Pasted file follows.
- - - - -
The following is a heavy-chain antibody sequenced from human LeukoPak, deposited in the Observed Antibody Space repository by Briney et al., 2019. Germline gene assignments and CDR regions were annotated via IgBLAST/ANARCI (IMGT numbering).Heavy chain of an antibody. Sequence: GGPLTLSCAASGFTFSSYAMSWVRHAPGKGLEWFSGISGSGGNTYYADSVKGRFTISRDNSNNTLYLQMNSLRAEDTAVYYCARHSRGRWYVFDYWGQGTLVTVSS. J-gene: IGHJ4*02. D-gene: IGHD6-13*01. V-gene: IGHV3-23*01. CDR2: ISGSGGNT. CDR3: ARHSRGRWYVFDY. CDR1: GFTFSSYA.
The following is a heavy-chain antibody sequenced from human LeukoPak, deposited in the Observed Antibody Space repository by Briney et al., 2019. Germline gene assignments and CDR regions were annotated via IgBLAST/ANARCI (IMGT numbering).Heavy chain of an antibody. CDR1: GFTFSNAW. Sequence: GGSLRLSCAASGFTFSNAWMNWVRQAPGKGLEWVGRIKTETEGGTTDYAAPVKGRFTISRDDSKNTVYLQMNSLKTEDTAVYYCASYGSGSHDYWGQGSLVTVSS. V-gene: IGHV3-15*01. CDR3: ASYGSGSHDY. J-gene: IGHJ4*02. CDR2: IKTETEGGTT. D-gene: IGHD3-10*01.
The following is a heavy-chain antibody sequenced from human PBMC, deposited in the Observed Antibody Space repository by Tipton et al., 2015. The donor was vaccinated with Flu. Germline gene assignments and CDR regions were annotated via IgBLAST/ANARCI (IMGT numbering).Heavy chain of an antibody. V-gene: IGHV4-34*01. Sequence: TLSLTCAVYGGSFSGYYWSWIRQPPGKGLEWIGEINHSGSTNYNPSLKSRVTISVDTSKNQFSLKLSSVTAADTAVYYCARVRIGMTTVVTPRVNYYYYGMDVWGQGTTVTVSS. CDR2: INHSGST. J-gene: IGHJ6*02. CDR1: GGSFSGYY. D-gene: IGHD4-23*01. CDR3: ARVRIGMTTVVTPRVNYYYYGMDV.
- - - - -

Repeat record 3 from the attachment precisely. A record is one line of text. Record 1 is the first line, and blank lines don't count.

The following is a heavy-chain antibody sequenced from human PBMC, deposited in the Observed Antibody Space repository by Tipton et al., 2015. The donor was vaccinated with Flu. Germline gene assignments and CDR regions were annotated via IgBLAST/ANARCI (IMGT numbering).Heavy chain of an antibody. V-gene: IGHV4-34*01. Sequence: TLSLTCAVYGGSFSGYYWSWIRQPPGKGLEWIGEINHSGSTNYNPSLKSRVTISVDTSKNQFSLKLSSVTAADTAVYYCARVRIGMTTVVTPRVNYYYYGMDVWGQGTTVTVSS. CDR2: INHSGST. J-gene: IGHJ6*02. CDR1: GGSFSGYY. D-gene: IGHD4-23*01. CDR3: ARVRIGMTTVVTPRVNYYYYGMDV.